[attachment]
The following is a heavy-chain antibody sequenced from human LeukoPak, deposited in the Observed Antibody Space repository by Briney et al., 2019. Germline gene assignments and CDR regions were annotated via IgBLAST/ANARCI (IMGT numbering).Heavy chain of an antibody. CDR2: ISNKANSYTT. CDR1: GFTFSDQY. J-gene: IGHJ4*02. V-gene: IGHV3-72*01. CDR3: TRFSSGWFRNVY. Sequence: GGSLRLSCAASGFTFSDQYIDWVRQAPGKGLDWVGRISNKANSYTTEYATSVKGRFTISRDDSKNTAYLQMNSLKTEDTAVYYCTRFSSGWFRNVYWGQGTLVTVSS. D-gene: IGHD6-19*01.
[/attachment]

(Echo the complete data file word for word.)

The following is a heavy-chain antibody sequenced from human LeukoPak, deposited in the Observed Antibody Space repository by Briney et al., 2019. Germline gene assignments and CDR regions were annotated via IgBLAST/ANARCI (IMGT numbering).Heavy chain of an antibody. CDR2: ISNKANSYTT. CDR1: GFTFSDQY. J-gene: IGHJ4*02. V-gene: IGHV3-72*01. CDR3: TRFSSGWFRNVY. Sequence: GGSLRLSCAASGFTFSDQYIDWVRQAPGKGLDWVGRISNKANSYTTEYATSVKGRFTISRDDSKNTAYLQMNSLKTEDTAVYYCTRFSSGWFRNVYWGQGTLVTVSS. D-gene: IGHD6-19*01.